Perceived effectiveness of the drug was another fairly subjective category that was very difficult to accurately assess at the beginning of the project. However, it was hoped that as the product development nears its end, it would become more apparent to the management as to whether the drug possesses desired effectiveness.

The cannibalization category has been introduced to measure the effect of the proposed product on other company produced drugs. If the product was expected to compete with more than one of the existing company medicines, it would get a rating of one point, if only one medicine – five points, and the products that had no cannibalization effect on any of the company’s drugs – fifteen points.

Core competencies factor has been included with the following parameters:

•    No in-house knowledge - 1 point
•    Some in-house knowledge – 5 points
•    All knowledge is in-house – 15 points

Number of competitors category has been included in the model to assess the competitive advantage of the proposed endeavor. The points have been distributed in the following manner:

•    More than 3 competitors with similar products – 1 point
•    1-2 competitors with similar products – 5 points
•    No competitors with similar products – 15 points

And finally, the project revenues category has been broken down as follows:

•    Revenue < $A – 1 point
•    $A < Revenue < $B – 5 points
•    Revenue > $B – 15 points

Revenue has also been designated as a kill category for the projects promising to generate minimal cash flows.

To sum up the above model, the maximum number of points a project can generate is 135 and the minimum is seven. Four out of seven categories have been designated as “kill” factors making the above scoring model a very aggressive filtration mechanism.

Furthermore, considering the fairly large number of variables in the model (seven) future assessment and ranking exercises could have become a bit tedious, especially if there was a multitude of project proposals to analyze. Having said that, the executives of the company were made aware of this fact, but decided to keep all the variables, hoping to calibrate and cut the model if necessary in the future.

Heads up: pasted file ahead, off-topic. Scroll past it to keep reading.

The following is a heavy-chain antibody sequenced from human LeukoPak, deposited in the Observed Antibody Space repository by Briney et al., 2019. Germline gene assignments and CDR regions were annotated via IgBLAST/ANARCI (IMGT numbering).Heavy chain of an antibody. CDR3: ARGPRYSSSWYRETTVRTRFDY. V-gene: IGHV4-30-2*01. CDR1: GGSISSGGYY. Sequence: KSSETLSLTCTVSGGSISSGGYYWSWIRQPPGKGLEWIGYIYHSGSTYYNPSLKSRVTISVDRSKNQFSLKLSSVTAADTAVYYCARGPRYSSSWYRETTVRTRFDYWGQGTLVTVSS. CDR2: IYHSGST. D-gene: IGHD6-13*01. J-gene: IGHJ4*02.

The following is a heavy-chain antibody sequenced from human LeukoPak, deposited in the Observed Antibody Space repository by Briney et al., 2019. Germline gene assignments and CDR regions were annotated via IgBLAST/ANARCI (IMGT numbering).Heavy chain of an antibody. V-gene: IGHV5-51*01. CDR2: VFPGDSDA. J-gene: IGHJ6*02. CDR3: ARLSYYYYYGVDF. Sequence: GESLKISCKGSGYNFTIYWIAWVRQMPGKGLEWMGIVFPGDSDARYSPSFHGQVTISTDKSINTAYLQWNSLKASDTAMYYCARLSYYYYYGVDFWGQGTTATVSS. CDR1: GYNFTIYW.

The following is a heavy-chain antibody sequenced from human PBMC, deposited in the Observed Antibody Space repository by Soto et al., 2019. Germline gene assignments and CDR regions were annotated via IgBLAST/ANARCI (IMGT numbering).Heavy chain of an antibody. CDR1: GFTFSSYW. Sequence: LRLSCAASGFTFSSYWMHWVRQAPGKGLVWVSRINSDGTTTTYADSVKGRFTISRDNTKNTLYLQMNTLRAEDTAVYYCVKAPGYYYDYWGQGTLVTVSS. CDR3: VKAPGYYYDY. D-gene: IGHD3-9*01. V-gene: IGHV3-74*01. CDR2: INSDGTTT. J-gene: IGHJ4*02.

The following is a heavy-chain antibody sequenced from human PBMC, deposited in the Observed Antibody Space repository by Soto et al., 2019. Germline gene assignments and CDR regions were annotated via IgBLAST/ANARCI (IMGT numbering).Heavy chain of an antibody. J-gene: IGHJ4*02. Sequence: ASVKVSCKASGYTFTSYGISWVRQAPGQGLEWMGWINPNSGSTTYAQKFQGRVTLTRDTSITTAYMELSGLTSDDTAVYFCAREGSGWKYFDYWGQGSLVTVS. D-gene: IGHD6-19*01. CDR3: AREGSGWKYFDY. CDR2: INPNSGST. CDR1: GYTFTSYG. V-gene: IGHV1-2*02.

About the Author

Jamal Moustafaev, MBA, PMP – president and founder of Thinktank Consulting is an internationally acclaimed expert and speaker in the areas of project/portfolio management, scope definition, process improvement and corporate training. Jamal Moustafaev has done work for private-sector companies and government organizations in Canada, US, Asia, Europe and Middle East.  Read Jamal’s Blog @ www.thinktankconsulting.ca

If you have a Twitter account, please follow Jamal there: https://twitter.com/ThinktankConsul
Like our page on Facebook: https://www.facebook.com/projectmanagementthinktankconsulting
Connect with me on LinkedIn: https://www.linkedin.com/in/jmoustafaev
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Will PM/PPM Software Solve Your Project and Portfolio Management Problems?

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I remember a conversation I once had with a Chief Operations Officer (COO) of a federal government agency involved in several megaprojects, i.e. the projects with budgets exceeding $1 billion. The situation at the organization was really bad: enormous budget overruns, missed milestones and unhappy stakeholders.

The following exchange took place between us:
 
Me: I heard about your challenges and your CEO has requested that I come in and help you with establishing proper project management processes …
COO: Yes, I know. We do have serious problems with our projects. But I just don’t get it; after all we have MS Project software installed on every desktop in this office! Even receptionists have it!
Me: You know what? You better come to my project management training too, at least, to the first module …
 
But all joking aside, I have been asked this question on pretty much every consulting engagement of mine:
 
Can we address our project (portfolio) management deficiencies by installing appropriate software?
 
The short and not very diplomatic answer to this question is unequivocal NO. And here is why:

Imagine that you can’t play a piano. As a matter of fact, you know nothing about music. Will the purchase of the best piano in the world address your inability to play? Probably not …

Another, more technical example. Imagine that you know nothing about accounting to the point that you can’t tell the difference between the debit and the credit. Will the installation of the most advanced accounting software on your desktop or laptop instantaneously make an accounting expert out of you?